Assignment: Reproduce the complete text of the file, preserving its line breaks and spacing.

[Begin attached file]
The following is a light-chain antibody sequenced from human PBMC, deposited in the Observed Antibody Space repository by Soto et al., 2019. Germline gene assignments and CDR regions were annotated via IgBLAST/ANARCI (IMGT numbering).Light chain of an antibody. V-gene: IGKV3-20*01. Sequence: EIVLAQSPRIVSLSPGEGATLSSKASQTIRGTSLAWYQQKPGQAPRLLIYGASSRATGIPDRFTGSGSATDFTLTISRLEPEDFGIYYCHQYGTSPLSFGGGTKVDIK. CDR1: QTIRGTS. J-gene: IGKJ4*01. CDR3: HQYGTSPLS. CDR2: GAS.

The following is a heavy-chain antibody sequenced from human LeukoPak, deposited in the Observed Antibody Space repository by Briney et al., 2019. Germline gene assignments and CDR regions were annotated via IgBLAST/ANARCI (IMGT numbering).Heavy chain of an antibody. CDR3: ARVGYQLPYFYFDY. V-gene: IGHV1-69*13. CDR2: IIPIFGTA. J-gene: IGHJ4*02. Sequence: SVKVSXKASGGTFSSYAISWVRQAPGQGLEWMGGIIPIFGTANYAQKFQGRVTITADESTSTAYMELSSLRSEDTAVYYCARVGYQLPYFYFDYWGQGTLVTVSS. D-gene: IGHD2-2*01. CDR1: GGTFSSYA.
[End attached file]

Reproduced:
The following is a light-chain antibody sequenced from human PBMC, deposited in the Observed Antibody Space repository by Soto et al., 2019. Germline gene assignments and CDR regions were annotated via IgBLAST/ANARCI (IMGT numbering).Light chain of an antibody. V-gene: IGKV3-20*01. Sequence: EIVLAQSPRIVSLSPGEGATLSSKASQTIRGTSLAWYQQKPGQAPRLLIYGASSRATGIPDRFTGSGSATDFTLTISRLEPEDFGIYYCHQYGTSPLSFGGGTKVDIK. CDR1: QTIRGTS. J-gene: IGKJ4*01. CDR3: HQYGTSPLS. CDR2: GAS.

The following is a heavy-chain antibody sequenced from human LeukoPak, deposited in the Observed Antibody Space repository by Briney et al., 2019. Germline gene assignments and CDR regions were annotated via IgBLAST/ANARCI (IMGT numbering).Heavy chain of an antibody. CDR3: ARVGYQLPYFYFDY. V-gene: IGHV1-69*13. CDR2: IIPIFGTA. J-gene: IGHJ4*02. Sequence: SVKVSXKASGGTFSSYAISWVRQAPGQGLEWMGGIIPIFGTANYAQKFQGRVTITADESTSTAYMELSSLRSEDTAVYYCARVGYQLPYFYFDYWGQGTLVTVSS. D-gene: IGHD2-2*01. CDR1: GGTFSSYA.